A rampant United States swept past Japan to their seventh straight women’s basketball crown Sunday, with Sue Bird and Diana Taurasi collecting their fifth Olympic gold medals to cap remarkable careers.
Brittney Griner scored a game-high 30 points with five rebounds and two assists as the hosts were overpowered 90-75 by a team that stretched their Olympic win streak to 55 games dating back to their last defeat in the 1992 semis.
They went to half-time with a 50-39 lead and there was no stopping them, with a valiant Japan settling for second place and a best-ever Olympic finish.
Beating the Americans in Saitama was always going to be a huge ask, with the USA one of the most dominant teams in Olympic sporting history.
They had won eight out of the past nine Olympic titles heading into the final.
Their only blemishes in the history of the tournament were a silver behind the Soviet Union at the inaugural event in 1976 and bronze in 1992.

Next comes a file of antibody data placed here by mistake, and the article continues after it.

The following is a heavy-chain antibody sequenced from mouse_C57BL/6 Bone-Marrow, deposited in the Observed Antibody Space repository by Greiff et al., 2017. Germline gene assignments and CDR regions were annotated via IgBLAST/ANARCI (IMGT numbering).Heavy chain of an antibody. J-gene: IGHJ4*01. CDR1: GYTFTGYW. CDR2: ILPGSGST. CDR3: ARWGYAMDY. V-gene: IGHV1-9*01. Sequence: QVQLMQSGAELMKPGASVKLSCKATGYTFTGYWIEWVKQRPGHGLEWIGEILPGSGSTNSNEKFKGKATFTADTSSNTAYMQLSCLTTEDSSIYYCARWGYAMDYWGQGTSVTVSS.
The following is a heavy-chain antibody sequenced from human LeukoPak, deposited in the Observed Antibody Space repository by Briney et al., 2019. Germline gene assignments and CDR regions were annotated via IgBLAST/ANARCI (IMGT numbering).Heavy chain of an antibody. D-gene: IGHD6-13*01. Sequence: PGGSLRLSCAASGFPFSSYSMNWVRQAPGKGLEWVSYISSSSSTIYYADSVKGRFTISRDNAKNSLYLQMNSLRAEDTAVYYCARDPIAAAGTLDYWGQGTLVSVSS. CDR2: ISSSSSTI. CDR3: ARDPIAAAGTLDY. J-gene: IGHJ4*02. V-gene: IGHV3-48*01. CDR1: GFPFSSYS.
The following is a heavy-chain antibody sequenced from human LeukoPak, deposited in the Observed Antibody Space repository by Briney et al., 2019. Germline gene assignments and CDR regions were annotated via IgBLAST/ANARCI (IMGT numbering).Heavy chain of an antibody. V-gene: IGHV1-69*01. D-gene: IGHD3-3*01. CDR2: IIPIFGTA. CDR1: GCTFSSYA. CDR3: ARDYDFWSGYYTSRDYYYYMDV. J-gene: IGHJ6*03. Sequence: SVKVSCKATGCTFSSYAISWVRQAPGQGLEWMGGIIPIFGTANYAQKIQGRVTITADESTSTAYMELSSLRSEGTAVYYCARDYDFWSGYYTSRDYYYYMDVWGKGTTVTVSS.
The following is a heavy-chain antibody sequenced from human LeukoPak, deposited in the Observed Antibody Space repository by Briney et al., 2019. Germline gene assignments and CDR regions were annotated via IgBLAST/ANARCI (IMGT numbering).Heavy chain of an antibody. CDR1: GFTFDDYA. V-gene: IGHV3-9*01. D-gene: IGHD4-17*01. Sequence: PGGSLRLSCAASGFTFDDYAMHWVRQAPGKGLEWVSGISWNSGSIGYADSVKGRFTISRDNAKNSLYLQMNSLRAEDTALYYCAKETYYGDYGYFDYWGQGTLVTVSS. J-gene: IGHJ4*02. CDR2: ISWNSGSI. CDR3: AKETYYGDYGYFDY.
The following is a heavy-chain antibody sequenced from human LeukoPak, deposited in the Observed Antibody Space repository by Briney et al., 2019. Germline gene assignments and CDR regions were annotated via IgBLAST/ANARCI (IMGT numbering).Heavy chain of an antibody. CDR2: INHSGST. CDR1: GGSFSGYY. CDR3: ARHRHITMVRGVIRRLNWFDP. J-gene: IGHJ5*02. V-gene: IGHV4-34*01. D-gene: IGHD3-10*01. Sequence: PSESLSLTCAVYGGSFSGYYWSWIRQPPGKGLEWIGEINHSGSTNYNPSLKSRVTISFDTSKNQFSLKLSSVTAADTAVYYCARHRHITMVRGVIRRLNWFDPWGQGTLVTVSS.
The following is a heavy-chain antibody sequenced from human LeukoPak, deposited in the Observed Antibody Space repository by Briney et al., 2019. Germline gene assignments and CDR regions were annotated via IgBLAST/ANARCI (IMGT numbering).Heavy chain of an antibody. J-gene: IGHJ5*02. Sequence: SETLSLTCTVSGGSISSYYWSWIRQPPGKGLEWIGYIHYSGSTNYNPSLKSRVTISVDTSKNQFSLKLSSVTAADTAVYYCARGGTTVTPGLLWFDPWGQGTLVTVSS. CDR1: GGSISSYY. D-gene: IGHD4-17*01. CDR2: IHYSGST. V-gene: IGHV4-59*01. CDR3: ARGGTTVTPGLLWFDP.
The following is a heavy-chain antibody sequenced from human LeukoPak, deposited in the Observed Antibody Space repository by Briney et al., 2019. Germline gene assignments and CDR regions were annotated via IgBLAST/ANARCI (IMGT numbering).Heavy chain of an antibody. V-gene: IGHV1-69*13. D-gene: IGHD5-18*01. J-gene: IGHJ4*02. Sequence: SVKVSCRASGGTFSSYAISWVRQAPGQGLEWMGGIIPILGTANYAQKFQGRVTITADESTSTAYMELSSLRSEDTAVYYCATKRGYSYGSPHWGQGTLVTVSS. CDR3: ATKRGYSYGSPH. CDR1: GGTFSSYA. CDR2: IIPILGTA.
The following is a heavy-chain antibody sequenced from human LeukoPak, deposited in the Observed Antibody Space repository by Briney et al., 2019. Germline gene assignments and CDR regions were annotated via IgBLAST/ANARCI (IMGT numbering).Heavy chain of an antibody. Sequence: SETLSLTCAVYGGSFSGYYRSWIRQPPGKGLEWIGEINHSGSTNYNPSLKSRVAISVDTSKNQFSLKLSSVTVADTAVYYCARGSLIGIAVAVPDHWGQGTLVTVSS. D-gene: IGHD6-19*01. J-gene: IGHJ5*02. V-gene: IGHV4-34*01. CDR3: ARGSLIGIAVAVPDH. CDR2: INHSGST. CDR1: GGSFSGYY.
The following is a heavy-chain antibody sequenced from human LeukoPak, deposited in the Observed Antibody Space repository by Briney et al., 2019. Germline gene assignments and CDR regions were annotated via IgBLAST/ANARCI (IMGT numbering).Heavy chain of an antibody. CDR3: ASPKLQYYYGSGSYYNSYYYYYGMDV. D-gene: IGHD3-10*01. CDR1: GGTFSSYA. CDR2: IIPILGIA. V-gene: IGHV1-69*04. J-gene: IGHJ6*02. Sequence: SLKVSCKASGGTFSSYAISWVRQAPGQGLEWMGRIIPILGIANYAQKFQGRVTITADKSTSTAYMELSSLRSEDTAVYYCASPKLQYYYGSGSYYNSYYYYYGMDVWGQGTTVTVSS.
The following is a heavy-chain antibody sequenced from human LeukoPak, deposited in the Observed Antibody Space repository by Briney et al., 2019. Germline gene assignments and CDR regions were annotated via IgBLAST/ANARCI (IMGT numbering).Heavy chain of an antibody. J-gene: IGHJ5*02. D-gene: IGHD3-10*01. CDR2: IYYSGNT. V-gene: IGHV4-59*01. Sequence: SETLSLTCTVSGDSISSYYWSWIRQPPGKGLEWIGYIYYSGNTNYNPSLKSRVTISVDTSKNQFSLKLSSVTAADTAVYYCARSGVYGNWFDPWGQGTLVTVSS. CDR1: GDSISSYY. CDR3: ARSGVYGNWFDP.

Bird, 40, and Taurasi, 39, both scored early buckets as the US raced to a 13-point lead against a nervous Japan, closing out the first quarter with a 23-14 advantage and Griner already into double digits.
Japan stabilised and began making some shots but they again struggled with Griner’s 6ft 7ins (2.01 metres) height in the paint as the US picked her out repeatedly and she went 9-of-10 from the floor.
They took a 50-39 lead into the second half and built it into a 75-56 edge heading into the final stretch, with A’ja Wilson contributing 19 points and five assists for the game.
Japan were led by Maki Takada with 17 points, but the US successfully restricted the dangerous Rui Machida to just six assists, after she made an incredible 18 in the semi-finals to set a new Olympic women’s game record.
The Americans’ seventh title equalled the longest ever streak by a team in any Olympic sport—matching the feat of the US men’s basketball team between 1936 and 1968.
Bird, who has won four WNBA titles with the Seattle Storm, and Taurasi, who has led the Phoenix Mercury to three WNBA championships, have been front and centre during the past five.
The pair won their first gold at Athens in 2004 as two of the youngest players on a team that also featured Dawn Staley, who claimed three gold as a player and is now the national coach.
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